By Vineel Dean
Google’s search technology and algorithms are pretty sophisticated. The company hires the brightest minds and spending several million on security, but it is an ongoing challenge with scammers that are continually trying to hack the system. It also has a process for reporting websites that contain malicious software or a fake phishing page. But it doesn’t have any way for you to communicate a site that led you to call a scammer. One of the most common methods for a scammer to set up a fake website is to pop up immediately phony tech support. It usually involved an 800 number as soon as you land on their website. Now, this is a vital sign. Most large technology companies would prefer you to use their FAQs, email, chat, or other methods. They don’t require a human to be immediately available. After all, human customer service and tech support cost money and tie up labor.
Scammers know that many people find website navigation awkward and frustrating. These people would instead gravitate to tech support, which is why it’s a natural entry point for scammers. Most legit tech companies have a standard for redirecting users to their support section by merely adding /support to the end of their web address (Ex: Google.com/support). It is quicker and safer than using a Google search. Google has no way to investigate or verify any claims of scams and now actually restricted third-party tech support companies from advertising on its ad network as of September 2018.
Fake tech support websites are either after your credit card for services. They will access your computer and scam you. Then, if their site is shut down, they can easily use a different web address to create a new account. So be very careful with any advert you see when searching for any tech support until Google creates a verification process.
Recognizing Phishing and Fake Websites
The good news is that you can avoid scams by looking for telltale signs that indicate when a site is fake, or an email is phishing. The next time you are not entirely confident that you are on a legitimate website or that an email you received is valid, check for these signs:
- Using an incorrect, but looking similar URL
If you’re familiar with going to your bank via a regular address and the address you land at is not the same name, rest assured that you are not at the real site.
- Always double check to make sure that the site address is accurate. You can also hover your mouse pointer over a link in the email. Doing this will verify that the link linked to the same site where the email has originated.
Moreover, do not trust any email or website that asks you to “confirm” sensitive account information, because this is undoubtedly a scam.
Legitimate e-commerce sites use encryption or scrambling to help ensure that your payment information remains safe. You can see if a site uses encryption by looking for a lock symbol in the browser window. Clicking on the lock symbol allows you to verify that a security certificate was issued to that site, a sign that it’s a legitimate, trusted website. You should also check that the address starts with “https://” Never believe a mere “http://.” Lastly, do not enter payment information on any site that isn’t secure.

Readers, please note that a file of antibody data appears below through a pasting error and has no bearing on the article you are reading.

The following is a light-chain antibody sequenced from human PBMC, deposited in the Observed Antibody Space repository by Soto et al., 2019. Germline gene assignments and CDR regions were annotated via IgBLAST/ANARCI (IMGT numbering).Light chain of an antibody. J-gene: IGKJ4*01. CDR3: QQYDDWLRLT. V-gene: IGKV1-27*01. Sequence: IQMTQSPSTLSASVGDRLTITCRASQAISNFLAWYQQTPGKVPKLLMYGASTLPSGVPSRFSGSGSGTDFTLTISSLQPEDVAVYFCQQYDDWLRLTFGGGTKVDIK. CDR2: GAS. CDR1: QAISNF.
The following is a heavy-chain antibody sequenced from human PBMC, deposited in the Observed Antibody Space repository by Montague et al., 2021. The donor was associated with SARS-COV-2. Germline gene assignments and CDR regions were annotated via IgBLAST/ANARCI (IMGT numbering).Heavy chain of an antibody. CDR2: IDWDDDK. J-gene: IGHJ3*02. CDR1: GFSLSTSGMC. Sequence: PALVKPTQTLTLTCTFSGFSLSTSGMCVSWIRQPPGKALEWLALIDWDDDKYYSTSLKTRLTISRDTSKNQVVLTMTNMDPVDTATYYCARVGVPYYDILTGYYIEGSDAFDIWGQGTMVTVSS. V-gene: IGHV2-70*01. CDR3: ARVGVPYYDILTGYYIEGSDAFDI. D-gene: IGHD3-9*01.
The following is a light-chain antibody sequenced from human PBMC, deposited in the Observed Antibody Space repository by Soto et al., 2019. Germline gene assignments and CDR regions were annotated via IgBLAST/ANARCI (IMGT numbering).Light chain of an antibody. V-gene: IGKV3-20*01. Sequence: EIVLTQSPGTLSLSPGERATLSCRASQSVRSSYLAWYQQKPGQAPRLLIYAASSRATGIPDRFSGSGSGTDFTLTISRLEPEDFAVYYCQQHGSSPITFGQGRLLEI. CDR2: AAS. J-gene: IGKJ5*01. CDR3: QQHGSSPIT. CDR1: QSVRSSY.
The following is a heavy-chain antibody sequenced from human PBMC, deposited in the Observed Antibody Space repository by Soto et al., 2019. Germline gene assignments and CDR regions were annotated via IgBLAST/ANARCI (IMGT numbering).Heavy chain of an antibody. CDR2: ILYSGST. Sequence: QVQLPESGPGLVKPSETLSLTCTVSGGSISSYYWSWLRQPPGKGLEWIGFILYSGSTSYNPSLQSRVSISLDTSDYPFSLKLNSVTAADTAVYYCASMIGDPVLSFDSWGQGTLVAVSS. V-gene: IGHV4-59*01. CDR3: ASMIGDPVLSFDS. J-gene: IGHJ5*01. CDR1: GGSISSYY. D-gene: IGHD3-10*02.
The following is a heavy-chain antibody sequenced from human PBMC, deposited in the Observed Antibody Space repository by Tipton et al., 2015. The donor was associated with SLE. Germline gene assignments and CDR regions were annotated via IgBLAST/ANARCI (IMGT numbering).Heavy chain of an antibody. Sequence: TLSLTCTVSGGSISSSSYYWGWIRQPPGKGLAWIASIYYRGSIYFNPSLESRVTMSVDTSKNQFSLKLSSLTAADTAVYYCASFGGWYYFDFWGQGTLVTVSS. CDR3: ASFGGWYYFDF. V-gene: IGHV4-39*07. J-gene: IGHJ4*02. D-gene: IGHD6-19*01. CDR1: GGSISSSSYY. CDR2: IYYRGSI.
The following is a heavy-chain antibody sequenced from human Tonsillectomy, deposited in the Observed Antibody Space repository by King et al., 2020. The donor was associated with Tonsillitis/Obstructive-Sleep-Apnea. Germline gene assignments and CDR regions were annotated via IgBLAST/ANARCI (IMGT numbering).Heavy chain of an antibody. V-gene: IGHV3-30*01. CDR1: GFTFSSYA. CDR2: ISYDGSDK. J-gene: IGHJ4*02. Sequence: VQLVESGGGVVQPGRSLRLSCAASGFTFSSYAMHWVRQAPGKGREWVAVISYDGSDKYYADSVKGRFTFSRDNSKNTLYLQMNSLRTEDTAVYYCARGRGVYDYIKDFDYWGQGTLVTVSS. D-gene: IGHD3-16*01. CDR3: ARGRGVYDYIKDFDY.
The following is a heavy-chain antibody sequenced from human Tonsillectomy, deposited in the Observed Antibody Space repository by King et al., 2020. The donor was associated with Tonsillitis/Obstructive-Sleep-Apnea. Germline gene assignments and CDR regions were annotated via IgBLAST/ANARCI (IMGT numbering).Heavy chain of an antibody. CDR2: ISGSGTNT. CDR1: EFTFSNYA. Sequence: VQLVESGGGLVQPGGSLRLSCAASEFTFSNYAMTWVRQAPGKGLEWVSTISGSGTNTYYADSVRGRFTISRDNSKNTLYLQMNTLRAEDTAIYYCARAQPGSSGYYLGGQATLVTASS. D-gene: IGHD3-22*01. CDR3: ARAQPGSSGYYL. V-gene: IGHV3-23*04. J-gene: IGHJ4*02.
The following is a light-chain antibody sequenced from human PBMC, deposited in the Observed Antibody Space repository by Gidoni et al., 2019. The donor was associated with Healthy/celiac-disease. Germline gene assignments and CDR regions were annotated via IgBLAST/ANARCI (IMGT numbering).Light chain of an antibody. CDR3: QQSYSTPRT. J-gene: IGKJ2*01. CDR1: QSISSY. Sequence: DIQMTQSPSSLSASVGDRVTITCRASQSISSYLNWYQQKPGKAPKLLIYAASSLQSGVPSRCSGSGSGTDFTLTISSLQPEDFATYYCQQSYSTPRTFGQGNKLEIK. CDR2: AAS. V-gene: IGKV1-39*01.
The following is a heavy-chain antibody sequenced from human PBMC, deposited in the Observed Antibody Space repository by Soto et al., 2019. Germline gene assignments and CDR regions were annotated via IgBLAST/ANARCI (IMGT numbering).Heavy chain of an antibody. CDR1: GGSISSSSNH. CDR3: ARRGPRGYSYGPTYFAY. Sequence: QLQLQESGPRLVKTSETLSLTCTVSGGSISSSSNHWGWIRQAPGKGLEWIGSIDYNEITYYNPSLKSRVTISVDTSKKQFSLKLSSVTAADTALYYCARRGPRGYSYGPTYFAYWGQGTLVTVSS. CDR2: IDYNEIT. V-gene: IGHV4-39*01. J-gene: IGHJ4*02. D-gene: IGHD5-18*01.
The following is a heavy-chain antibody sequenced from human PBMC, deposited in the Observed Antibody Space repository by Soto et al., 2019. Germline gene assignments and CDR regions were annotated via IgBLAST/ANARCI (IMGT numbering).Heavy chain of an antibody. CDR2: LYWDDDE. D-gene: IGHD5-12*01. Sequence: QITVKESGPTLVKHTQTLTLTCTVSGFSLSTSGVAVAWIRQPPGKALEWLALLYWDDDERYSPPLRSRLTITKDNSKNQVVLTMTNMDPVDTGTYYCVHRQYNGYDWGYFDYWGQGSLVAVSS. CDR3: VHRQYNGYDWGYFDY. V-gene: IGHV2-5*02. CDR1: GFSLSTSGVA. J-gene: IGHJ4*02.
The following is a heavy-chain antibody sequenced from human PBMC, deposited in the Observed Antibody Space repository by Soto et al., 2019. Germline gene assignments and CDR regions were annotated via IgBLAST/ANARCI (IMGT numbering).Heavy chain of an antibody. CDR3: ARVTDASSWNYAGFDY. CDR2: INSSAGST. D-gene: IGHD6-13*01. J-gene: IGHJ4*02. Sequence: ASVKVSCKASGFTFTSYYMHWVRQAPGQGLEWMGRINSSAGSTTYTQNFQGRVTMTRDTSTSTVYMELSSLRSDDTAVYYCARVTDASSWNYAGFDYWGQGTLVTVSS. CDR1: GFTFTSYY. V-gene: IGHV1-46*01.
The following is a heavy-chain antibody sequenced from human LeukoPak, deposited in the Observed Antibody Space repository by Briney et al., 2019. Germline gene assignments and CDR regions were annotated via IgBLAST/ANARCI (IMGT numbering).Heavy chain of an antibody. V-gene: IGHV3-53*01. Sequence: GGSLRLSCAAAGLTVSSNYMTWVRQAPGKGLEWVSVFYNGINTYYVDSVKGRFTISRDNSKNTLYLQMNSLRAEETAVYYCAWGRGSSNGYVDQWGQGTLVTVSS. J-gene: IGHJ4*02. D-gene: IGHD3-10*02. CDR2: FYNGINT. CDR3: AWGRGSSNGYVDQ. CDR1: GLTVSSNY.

Educate yourself against scammers
Read up on the latest scams to abreast of the latest modus operandi. And be familiar with what a phish looks like, so you can recognize common tricks when you see them. Practice smart surfing—when on the web, and make sure that the website you’re visiting is secure before you enter any information. If you have any doubts, enter a fake password, since phony sites will accept false information. You may also want to use a search engine to help you navigate since they can catch misspellings and prevent you from landing on fake websites. Also, use a search tool which indicates in your search results whether sites are safe or not.
OnePlus TV: Will be a game-changer in the TV Market
For its first TV, OnePlus has benchmarked against “the best of the best” in TV, and the company is using 4K resolution quantum dot, “QLED” screen panels. QLED panels are more advanced and deliver better brightness and color quality than standard LCD/LED panels.
OnePlus TV is a premium product, and it’ll come with a price tag that will reflect its premium nature.
It will run on a customized and optimized version of Google’s Android TV platform. “It’s our prerogative that we optimize and integrate very deeply [with Android TV] for the best user experience,” said the company.
One of the ways OnePlus TV will differentiate itself from other smart TV is the way it’ll display content. Instead of showing users a list of streaming apps like Netflix and Hulu, it plans to show you the content you like. The idea here is to remove the step of remembering which streaming app has which TV show or movie you’re searching. Connectivity between smartphones and the TV itself will be a significant aspect. The company says this is a point of focus.
OnePlus plans an ongoing roll-out of features that makes use of smartphone connectivity to the OnePlus TV. An initial example is the capability to use the keyboard on a smartphone. You can type on the OnePlus TV, which addresses the cumbersome experience of pressing the arrow and “Enter” buttons on a TV remote to navigate around a TV’s on-screen keyboard. Anyone who’s ever typed in their usernames and passwords to log into apps on their smart TV—will surely appreciate this feature—indicating an expandable menu.
The OnePlus TV will be launched in India first, with the EU, USA, and China launches coming later. Pricing to come soon.